Send to

Choose Destination
Biochim Biophys Acta. 1987 Dec 18;916(3):493-9.

The carboxypropeptide trimer of type II collagen is a prominent component of immature cartilages and intervertebral-disc tissue.

Author information

Department of Orthopaedics, University of Washington, School of Medicine, Seattle 98195.


Immature bovine cartilages and intervertebral-disc tissue all revealed a prominent protein, not present in the adult tissues, in non-denaturing extracts made with chondroitin ABC lyase (EC, Streptomyces hyaluronidase (EC or 1 M NaCl. The protein ran on SDS-polyacrylamide electrophoresis, before disulphide reduction, as a close doublet of bands of apparent molecular weight 110,000 and 105,000. After reduction, they dissociated respectively into two protein bands at 37,000 and 35,000, indicating that the initial molecules were disulphide-bonded trimers. Amino-terminal sequence analysis established the identity of both proteins (Mr 110,000 and Mr 105,000) as forms of the carboxypropeptide of type II collagen. The larger molecule appeared to be the trimer of intact alpha 1(II) carboxypropeptides and the smaller, a version composed of chains that were ten residues shorter at their amino-terminal ends. The material appears to be identical to chondrocalcin, a protein previously found to be enriched in fetal growth plate and named on the basis that it may play a role in cartilage calcification. The present findings, however, indicate that the protein is equally abundant in all type II collagen-synthesizing young cartilages, including nucleus pulposus of the intervertebral disc and other cartilages that never calcify.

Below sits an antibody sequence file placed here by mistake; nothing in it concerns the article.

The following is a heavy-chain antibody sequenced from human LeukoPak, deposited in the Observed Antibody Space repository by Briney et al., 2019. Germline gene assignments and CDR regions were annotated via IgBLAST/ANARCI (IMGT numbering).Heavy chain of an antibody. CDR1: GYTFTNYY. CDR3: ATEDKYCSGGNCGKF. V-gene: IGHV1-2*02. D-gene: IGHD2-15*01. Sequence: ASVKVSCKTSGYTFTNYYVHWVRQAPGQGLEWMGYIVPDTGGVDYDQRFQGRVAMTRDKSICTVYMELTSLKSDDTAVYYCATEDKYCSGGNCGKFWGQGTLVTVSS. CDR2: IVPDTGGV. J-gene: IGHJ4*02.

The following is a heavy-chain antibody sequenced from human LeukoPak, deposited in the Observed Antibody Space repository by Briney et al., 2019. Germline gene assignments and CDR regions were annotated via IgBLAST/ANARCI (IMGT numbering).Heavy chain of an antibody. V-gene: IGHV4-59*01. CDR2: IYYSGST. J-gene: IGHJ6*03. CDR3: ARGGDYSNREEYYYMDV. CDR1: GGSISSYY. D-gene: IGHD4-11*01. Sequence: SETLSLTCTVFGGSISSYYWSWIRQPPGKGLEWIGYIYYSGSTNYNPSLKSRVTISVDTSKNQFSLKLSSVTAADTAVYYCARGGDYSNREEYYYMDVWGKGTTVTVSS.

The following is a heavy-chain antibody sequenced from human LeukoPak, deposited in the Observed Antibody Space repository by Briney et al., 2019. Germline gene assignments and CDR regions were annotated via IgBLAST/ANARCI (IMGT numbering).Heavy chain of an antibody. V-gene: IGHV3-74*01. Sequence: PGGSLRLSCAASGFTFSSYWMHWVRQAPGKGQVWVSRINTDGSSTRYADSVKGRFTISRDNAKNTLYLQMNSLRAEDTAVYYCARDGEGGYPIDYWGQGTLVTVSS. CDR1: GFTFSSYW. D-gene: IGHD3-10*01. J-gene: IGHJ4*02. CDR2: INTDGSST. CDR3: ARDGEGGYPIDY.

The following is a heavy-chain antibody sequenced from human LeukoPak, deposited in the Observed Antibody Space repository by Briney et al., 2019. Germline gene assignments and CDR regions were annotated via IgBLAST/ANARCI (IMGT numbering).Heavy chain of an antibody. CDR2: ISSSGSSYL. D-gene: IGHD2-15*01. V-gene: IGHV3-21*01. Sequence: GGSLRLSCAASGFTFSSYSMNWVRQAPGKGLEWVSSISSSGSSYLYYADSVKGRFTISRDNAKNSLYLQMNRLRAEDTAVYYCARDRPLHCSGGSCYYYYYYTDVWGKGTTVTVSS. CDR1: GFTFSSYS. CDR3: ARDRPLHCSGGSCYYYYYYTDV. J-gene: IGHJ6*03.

[Indexed for MEDLINE]

Supplemental Content

Full text links

Icon for Elsevier Science
Loading ...
Support Center